Splitters and Lumpers
In a guest post, photographer Liz Orton discusses how her photo series Splitters and Lumpers was inspired by Kew's Herbarium. Her images are on permanent display in the Herbarium, as well as being available to view online.
An act of wonder
I’ve had a remote relationship with Kew Gardens for a number of years through my partner who worked there. One day he came home with video footage of then-director, Professor Stephen Hopper, opening and closing cupboards in Kew's Herbarium to show specimen after specimen of dried plants, including now extinct species.
This appeared to me an act of wonder: a seemingly ordinary cupboard yielding such extraordinary objects. The specimens, so delicate and still blushing with colour, yet with no living representatives in the world, seemed like treasures to me. I longed to wander the corridors and open some of those cupboards myself. Since I’m not a taxonomist or botanist I wondered if I might be able to do this in my capacity as a photographer.
Handling the specimens
I was introduced to botanist Gemma Bramley who showed me around the cupboards and patiently answered my questions about plants and classification. She showed me how to handle specimen folders, and herbarium sheets, and introduced me to the most basic elements of the classification system.
For my first few visits I spent quite a bit of time wandering amidst the shelves, climbing up and down stairs, enjoying the experience of feeling lost. Literally lost, as I kept getting disorientated and coming out in the wrong place, but also conceptually lost as I understood very little of the complexity of the Herbarium.
As I didn’t have enough botanical knowledge to navigate in any meaningful way, I experimented with random patterns and variations: opening cupboards vertically, diagonally, by number, by countries I’d visited or names I recognized.
I quickly realized that although great pleasure was to be had in looking at the mounted specimens, I had no urge to photograph them, and it seemed a little pointless as many specimens have already been scanned as part of ongoing digitization projects.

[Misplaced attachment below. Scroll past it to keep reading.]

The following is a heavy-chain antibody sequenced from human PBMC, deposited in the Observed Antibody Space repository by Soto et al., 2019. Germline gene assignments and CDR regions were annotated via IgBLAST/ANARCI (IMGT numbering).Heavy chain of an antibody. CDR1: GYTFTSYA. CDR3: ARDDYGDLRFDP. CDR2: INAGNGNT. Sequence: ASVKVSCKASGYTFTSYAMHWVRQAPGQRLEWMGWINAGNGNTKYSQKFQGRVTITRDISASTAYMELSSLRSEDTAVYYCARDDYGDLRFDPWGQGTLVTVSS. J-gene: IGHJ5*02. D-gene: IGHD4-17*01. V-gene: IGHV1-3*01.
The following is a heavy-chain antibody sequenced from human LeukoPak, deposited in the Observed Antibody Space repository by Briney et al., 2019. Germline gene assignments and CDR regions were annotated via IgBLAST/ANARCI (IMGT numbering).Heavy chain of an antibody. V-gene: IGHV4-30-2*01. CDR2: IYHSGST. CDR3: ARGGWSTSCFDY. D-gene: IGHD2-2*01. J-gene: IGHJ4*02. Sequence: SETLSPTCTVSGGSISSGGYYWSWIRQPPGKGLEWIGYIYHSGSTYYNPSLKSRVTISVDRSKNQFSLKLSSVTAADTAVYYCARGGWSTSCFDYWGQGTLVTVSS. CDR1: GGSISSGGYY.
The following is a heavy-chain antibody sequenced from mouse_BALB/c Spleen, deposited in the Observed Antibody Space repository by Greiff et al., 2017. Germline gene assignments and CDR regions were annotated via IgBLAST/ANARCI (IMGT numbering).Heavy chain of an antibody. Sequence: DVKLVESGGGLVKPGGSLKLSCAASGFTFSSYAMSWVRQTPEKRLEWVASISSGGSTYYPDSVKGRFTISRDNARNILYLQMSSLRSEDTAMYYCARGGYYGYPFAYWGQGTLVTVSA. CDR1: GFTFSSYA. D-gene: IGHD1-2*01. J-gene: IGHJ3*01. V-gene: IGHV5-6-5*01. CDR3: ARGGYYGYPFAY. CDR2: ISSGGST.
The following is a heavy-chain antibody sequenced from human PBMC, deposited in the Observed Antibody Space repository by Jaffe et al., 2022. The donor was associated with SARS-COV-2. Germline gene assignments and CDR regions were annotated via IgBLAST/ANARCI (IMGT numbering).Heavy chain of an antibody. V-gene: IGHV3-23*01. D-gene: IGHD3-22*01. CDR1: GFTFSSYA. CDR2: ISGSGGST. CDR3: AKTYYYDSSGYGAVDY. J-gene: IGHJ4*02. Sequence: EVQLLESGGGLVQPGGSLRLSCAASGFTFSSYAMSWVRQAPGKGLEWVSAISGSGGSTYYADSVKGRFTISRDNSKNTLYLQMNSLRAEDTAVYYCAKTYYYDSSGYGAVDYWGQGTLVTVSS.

What interested me was the relationship between the systems of organization in the herbarium and the natural world.
When I start a new series of work, I have only a vague sense of the actual subject. I have to start making work to feel my way into what it might become. So I photographed a lot of cupboards to begin with, and quite a few bundles, as a way of thinking things through. I became very absorbed in reading histories of plant collecting, classification and naming.
One day when I arrived at the Herbarium, several trolley loads of boxes had been parked together to form a vast tower of green boxes. The reorganisation of material seemed to me an important subject – the idea of an old order straining under the weight of new knowledge, old categories falling apart, new categories forming. Would there ever be a time, I wondered, when knowledge was so complete that herbaria would no longer need to be reorganised?
Splitters and lumpers
I started paying more attention to piles of specimens that were waiting to be classified. Piled anonymously on desks, in cupboard and cabinets, they seemed unruly compared to the mounted specimens. They were the specimens that hadn’t yet been processed, many of them new acquisitions.
I developed a small passion for these bundles – collections of plant specimens packaged in whatever material came to hand – mostly newspaper. Unlike mounted specimens, these waiting piles seemed to exhibit no regular form or standard, each yielding its own stories and possibilities. I liked the fact that they were transitional, existing only temporarily.
Decontextualising the image
I felt that these temporary bundles were interesting as objects and forms in their own right and that if I could decontextualise them, I could draw visual attention to them. Gemma kindly let me turn her desk into a temporary studio and I made the photographs by taking extracts from the piles and photographing them against a black backdrop which made them appear as if suspended or floating.
The sideways view of specimens in layers of paper creates a kind of stratigraphy of nature and culture. It focuses our eye on the surfaces and edges of the paper and the specimens. Attempts to see into the image, to penetrate the depths, are frustrated.
Limits and captions
I made about 40 of these images over about six months. I could have carried on for much longer – every time I found a new bundle to photograph in the to and fro of the collection was an exciting moment. But working with film is time-consuming and expensive.
I wavered for a long time about whether to caption the images. I would have been happy not to. Personally I did not feel the need to put the taxonomical context back in but I felt it would be appreciated by those working in the herbarium, for whom the data is part of the specimen, not separate from it. So I decided to caption them using information I had copied from notes accompanying the dominant specimen(s) in each image.
I called the series Splitters and Lumpers fairly early on, before I’d finished photographing them. This phrase in taxonomy refers to the opposing tendencies of dividing or grouping organisms based on the differences or commonalities between them.
My experience of being in the Herbarium continues to influence my practice and I continue to make work exploring social ecologies in different ways.
- Liz -
Liz’s herbarium images can be seen at her website or by accredited researchers visiting Kew's Herbarium.